New research raises the scary prospect that Alzheimer's could be transmissible in a similar way to infectious prion diseases.
The brain damage seen with Alzheimer's may originate in a form similar to that of diseases such as bovine spongiform encephalopathy - mad cow disease - and Creutzfeldt-Jakob, says a team at the University of Texas Health Science Center in Houston.
""The underlying mechanism of Alzheimer's disease is very similar to the prion diseases," says neurology professor Claudio Soto.
"It involves a normal protein that becomes misshapen and is able to spread by transforming good proteins to bad ones. The bad proteins accumulate in the brain, forming plaque deposits that are believed to kill neuron cells in Alzheimer's."
Alzheimer's is a form of progressive dementia that affects memory, thinking and behavior. There are around 5.4 million affected individuals in the US, of whom 90 percent suffer from a sporadic form. It's the sixth leading cause of death in the country, according to the Alzheimer's Association.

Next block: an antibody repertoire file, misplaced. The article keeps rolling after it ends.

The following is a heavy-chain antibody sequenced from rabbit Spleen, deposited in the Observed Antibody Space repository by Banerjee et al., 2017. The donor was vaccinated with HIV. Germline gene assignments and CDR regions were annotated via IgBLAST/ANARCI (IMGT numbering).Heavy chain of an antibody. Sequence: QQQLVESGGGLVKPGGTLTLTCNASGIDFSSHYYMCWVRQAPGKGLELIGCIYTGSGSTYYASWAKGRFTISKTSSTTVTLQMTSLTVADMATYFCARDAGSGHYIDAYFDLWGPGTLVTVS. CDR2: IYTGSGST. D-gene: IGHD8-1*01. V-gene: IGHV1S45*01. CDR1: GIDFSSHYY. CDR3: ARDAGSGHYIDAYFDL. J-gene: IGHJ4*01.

The team injected the brain tissue of a confirmed Alzheimer's patient into mice, and compared the results to those from injected tissue of a control without the disease.
None of the mice injected with the control showed signs of Alzheimer's, whereas all of those injected with Alzheimer's brain extracts developed plaques and other brain alterations typical of the disease.
"The mouse developed Alzheimer's over time and it spread to other portions of the brain," says Soto.
"We are currently working on whether disease transmission can happen in real life under more natural routes of exposure."